@KennetteBene – Add Democracy to Nuclear Policy
The 2016 U.S. presidential campaign has, among other things, reminded the public that the president has the sole authority to launch a nuclear attack. While public discussion focused on the temperament, judgment and character of the person occupying the office of the presidency, it has also raised the larger question about the democratic legitimacy of a single person being able to launch a nuclear war. As William Broad and David Sanger of The New York Times put it, “is there any check on a president’s power to launch nuclear arms that could destroy entire cities or nations?” Their answer is no, not really.
When it comes to nuclear weapons then, the conduct of war lies wholly outside the social contract between citizens and their government.

Steve Andreasen (@NTI_WMD) and @isabelle_nti – Bring Home U.S. Tactical Nuclear Weapons from Europe
In the United States, anything nuclear is inherently presidential. Any change in nuclear policy requires presidential leadership and sustained engagement. Moreover, decisions to pursue new initiatives must be made early in a new administration, and then executed over a number of years. Coming late to the nuclear policy party — or just stopping by — is usually a recipe for frustration and inaction.

@TyttiE – Press Pause on Missile Defense in Europe
The Iran nuclear accord, concluded in July 2015, has fundamentally improved the outlook for European security. Iran is now much less likely to obtain nuclear warheads, and its missile programs are proceeding more slowly than expected. As a result, current U.S. plans to build additional interceptor missiles in Poland should be placed on hold.

@suzannedimaggio – Learn from Iran, Engage North Korea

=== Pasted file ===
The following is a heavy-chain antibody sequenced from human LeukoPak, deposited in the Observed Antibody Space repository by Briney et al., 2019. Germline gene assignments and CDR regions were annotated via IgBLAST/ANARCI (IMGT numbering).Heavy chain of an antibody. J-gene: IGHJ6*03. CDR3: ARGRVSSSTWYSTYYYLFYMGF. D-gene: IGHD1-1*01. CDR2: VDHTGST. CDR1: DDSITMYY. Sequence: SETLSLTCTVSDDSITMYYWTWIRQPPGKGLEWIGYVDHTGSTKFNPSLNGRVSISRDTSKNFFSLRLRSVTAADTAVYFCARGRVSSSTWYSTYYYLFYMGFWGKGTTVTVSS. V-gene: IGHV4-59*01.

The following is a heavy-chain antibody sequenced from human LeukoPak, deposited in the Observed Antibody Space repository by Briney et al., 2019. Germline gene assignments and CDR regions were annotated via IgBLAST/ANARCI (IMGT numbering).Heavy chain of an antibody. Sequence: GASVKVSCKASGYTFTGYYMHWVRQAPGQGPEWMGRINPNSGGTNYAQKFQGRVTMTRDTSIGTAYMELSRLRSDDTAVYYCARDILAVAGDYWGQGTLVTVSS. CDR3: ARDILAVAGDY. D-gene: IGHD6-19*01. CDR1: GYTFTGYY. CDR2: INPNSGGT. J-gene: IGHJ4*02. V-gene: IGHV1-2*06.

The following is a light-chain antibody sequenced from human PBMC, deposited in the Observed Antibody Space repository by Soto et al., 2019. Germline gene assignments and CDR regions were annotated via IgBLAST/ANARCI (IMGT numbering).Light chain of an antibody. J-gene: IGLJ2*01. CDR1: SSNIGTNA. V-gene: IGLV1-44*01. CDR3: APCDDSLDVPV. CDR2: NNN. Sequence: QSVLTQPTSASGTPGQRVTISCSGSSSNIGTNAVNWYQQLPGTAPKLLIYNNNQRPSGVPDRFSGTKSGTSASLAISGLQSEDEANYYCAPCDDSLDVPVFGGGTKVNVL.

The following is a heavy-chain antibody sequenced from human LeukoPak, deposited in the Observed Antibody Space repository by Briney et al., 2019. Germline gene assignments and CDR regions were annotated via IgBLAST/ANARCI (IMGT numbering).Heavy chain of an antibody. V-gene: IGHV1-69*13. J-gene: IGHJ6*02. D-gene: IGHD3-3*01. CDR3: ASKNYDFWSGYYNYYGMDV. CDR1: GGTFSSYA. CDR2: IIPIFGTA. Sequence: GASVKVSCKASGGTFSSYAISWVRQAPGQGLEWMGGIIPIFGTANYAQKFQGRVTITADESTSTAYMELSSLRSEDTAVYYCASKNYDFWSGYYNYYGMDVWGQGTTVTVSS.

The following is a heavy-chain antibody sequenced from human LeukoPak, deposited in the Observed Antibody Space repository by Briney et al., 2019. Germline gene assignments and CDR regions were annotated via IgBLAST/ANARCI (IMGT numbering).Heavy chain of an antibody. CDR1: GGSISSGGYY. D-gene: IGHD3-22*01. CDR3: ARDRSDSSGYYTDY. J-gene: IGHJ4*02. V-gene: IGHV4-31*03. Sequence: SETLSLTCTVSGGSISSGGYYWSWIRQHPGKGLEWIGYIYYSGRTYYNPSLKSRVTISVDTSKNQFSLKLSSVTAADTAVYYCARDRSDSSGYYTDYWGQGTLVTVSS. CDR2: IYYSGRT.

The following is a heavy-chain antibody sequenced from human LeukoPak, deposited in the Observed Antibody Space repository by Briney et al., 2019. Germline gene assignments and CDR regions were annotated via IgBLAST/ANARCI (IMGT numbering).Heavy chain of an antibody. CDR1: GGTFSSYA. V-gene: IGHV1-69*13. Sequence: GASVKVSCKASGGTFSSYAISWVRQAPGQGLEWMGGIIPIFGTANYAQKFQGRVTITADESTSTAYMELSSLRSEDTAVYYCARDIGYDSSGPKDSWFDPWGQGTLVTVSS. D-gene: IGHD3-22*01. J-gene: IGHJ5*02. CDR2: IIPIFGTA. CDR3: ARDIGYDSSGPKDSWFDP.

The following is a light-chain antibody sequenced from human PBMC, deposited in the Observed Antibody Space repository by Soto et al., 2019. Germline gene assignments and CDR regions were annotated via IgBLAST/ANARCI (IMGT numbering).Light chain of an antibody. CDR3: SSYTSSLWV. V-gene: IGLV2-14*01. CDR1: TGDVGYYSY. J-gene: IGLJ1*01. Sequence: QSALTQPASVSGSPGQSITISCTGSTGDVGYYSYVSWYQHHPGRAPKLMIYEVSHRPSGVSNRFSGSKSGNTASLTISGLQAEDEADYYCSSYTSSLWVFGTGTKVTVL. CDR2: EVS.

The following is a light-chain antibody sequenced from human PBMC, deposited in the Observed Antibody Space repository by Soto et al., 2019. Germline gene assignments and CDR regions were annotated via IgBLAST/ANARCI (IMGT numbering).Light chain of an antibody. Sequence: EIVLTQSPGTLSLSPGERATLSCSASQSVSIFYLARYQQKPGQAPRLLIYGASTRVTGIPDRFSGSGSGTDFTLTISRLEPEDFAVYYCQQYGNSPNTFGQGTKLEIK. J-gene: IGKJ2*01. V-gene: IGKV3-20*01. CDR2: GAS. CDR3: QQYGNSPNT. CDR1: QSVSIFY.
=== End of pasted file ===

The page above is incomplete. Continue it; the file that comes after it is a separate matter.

Since official relations between Washington and Tehran were severed in 1980, five American presidents spanning a period of three decades — from Jimmy Carter to George W. Bush — have struggled to figure out how to deal with Iran. As a candidate for the presidency in 2007, then-Senator Barack Obama indicated that if elected he would take a different approach from his predecessors and “engage in aggressive personal diplomacy” with Iran. “For us not to be in a conversation with them doesn’t make sense,” he said.
Principled and pragmatic diplomacy in the absence of trust is hard, but it’s not impossible.

@frankvonhippel – Ban Production of Highly Enriched Uranium
The continued production of highly enriched uranium (HEU) for any purpose poses a significant threat to international security. Nations that want to acquire nuclear weapons could seek to do so under the cover of HEU production for civilian research or naval propulsion. While it is essential to strengthen ongoing efforts to secure existing stocks, the next U.S. administration also should make it a priority to ban the production of HEU worldwide. Such a ban would greatly reduce the risks of nuclear terrorism and the proliferation of nuclear weapons to new states.